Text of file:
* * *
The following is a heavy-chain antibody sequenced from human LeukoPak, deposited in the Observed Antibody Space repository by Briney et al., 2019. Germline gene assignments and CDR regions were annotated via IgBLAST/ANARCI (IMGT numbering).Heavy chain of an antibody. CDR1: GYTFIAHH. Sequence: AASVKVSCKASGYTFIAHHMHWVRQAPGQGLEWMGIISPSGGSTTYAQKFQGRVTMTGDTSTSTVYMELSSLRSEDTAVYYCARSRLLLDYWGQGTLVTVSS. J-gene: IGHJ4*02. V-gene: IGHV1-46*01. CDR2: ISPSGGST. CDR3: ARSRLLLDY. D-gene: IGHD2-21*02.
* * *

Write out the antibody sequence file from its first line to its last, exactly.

The following is a heavy-chain antibody sequenced from human LeukoPak, deposited in the Observed Antibody Space repository by Briney et al., 2019. Germline gene assignments and CDR regions were annotated via IgBLAST/ANARCI (IMGT numbering).Heavy chain of an antibody. CDR1: GYTFIAHH. Sequence: AASVKVSCKASGYTFIAHHMHWVRQAPGQGLEWMGIISPSGGSTTYAQKFQGRVTMTGDTSTSTVYMELSSLRSEDTAVYYCARSRLLLDYWGQGTLVTVSS. J-gene: IGHJ4*02. V-gene: IGHV1-46*01. CDR2: ISPSGGST. CDR3: ARSRLLLDY. D-gene: IGHD2-21*02.